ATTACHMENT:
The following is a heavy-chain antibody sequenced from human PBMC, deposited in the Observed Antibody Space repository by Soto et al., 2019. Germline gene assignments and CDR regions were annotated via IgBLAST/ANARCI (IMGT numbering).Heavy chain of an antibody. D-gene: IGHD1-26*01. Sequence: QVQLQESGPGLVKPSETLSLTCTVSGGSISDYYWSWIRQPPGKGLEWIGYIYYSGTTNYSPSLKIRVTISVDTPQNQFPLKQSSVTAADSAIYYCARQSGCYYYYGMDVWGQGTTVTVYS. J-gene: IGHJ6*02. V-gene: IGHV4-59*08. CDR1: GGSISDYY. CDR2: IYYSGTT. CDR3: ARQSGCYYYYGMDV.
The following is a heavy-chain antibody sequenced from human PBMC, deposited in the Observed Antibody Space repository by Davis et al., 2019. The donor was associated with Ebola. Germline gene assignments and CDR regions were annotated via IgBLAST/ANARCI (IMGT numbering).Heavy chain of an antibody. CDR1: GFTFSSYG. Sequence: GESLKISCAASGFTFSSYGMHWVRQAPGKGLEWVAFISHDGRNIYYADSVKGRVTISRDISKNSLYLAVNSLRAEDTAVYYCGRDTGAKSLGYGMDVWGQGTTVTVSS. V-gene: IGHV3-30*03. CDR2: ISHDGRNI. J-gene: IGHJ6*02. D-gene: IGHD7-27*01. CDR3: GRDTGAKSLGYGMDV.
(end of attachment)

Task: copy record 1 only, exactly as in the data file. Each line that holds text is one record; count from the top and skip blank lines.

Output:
The following is a heavy-chain antibody sequenced from human PBMC, deposited in the Observed Antibody Space repository by Soto et al., 2019. Germline gene assignments and CDR regions were annotated via IgBLAST/ANARCI (IMGT numbering).Heavy chain of an antibody. D-gene: IGHD1-26*01. Sequence: QVQLQESGPGLVKPSETLSLTCTVSGGSISDYYWSWIRQPPGKGLEWIGYIYYSGTTNYSPSLKIRVTISVDTPQNQFPLKQSSVTAADSAIYYCARQSGCYYYYGMDVWGQGTTVTVYS. J-gene: IGHJ6*02. V-gene: IGHV4-59*08. CDR1: GGSISDYY. CDR2: IYYSGTT. CDR3: ARQSGCYYYYGMDV.